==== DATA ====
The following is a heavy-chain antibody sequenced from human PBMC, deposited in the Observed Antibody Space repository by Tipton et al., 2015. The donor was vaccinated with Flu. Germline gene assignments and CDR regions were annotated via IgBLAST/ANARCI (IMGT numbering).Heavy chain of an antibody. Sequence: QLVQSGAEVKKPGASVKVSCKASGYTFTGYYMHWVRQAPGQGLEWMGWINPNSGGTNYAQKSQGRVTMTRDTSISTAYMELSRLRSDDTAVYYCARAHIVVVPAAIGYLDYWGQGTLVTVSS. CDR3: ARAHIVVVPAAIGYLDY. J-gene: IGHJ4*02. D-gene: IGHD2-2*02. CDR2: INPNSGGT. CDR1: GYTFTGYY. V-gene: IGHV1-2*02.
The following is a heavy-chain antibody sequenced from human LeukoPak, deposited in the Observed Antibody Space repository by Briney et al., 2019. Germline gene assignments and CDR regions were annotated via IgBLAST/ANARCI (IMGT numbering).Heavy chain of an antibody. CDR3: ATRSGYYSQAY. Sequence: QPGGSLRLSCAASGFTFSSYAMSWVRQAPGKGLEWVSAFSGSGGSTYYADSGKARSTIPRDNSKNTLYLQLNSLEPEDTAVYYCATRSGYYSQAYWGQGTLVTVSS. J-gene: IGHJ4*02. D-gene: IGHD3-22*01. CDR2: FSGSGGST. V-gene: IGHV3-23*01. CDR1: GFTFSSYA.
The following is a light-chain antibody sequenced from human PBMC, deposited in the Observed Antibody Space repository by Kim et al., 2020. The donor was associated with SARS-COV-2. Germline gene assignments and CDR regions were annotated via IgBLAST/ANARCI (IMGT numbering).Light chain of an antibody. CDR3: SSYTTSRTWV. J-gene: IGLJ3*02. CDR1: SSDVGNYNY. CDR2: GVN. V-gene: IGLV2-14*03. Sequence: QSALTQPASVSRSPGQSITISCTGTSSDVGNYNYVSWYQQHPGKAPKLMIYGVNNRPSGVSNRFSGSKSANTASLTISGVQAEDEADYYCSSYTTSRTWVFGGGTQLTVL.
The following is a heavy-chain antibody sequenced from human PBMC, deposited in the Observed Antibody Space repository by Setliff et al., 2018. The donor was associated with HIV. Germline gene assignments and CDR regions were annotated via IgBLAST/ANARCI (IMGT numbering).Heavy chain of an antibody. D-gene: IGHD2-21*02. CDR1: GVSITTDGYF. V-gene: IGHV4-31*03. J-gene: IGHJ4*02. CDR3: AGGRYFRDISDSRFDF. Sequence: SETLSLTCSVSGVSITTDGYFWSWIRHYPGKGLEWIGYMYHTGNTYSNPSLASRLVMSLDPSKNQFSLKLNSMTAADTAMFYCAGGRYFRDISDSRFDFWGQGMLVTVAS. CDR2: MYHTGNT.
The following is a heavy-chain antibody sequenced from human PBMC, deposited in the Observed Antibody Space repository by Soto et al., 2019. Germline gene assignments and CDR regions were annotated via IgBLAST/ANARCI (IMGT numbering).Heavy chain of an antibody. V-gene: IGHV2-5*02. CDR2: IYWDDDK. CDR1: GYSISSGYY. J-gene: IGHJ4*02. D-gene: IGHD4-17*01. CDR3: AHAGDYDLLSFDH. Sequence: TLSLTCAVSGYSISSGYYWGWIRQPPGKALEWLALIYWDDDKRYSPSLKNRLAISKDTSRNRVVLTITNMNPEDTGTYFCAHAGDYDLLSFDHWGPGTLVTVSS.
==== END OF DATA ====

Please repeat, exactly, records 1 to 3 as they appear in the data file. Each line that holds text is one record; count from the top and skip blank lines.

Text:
The following is a heavy-chain antibody sequenced from human PBMC, deposited in the Observed Antibody Space repository by Tipton et al., 2015. The donor was vaccinated with Flu. Germline gene assignments and CDR regions were annotated via IgBLAST/ANARCI (IMGT numbering).Heavy chain of an antibody. Sequence: QLVQSGAEVKKPGASVKVSCKASGYTFTGYYMHWVRQAPGQGLEWMGWINPNSGGTNYAQKSQGRVTMTRDTSISTAYMELSRLRSDDTAVYYCARAHIVVVPAAIGYLDYWGQGTLVTVSS. CDR3: ARAHIVVVPAAIGYLDY. J-gene: IGHJ4*02. D-gene: IGHD2-2*02. CDR2: INPNSGGT. CDR1: GYTFTGYY. V-gene: IGHV1-2*02.
The following is a heavy-chain antibody sequenced from human LeukoPak, deposited in the Observed Antibody Space repository by Briney et al., 2019. Germline gene assignments and CDR regions were annotated via IgBLAST/ANARCI (IMGT numbering).Heavy chain of an antibody. CDR3: ATRSGYYSQAY. Sequence: QPGGSLRLSCAASGFTFSSYAMSWVRQAPGKGLEWVSAFSGSGGSTYYADSGKARSTIPRDNSKNTLYLQLNSLEPEDTAVYYCATRSGYYSQAYWGQGTLVTVSS. J-gene: IGHJ4*02. D-gene: IGHD3-22*01. CDR2: FSGSGGST. V-gene: IGHV3-23*01. CDR1: GFTFSSYA.
The following is a light-chain antibody sequenced from human PBMC, deposited in the Observed Antibody Space repository by Kim et al., 2020. The donor was associated with SARS-COV-2. Germline gene assignments and CDR regions were annotated via IgBLAST/ANARCI (IMGT numbering).Light chain of an antibody. CDR3: SSYTTSRTWV. J-gene: IGLJ3*02. CDR1: SSDVGNYNY. CDR2: GVN. V-gene: IGLV2-14*03. Sequence: QSALTQPASVSRSPGQSITISCTGTSSDVGNYNYVSWYQQHPGKAPKLMIYGVNNRPSGVSNRFSGSKSANTASLTISGVQAEDEADYYCSSYTTSRTWVFGGGTQLTVL.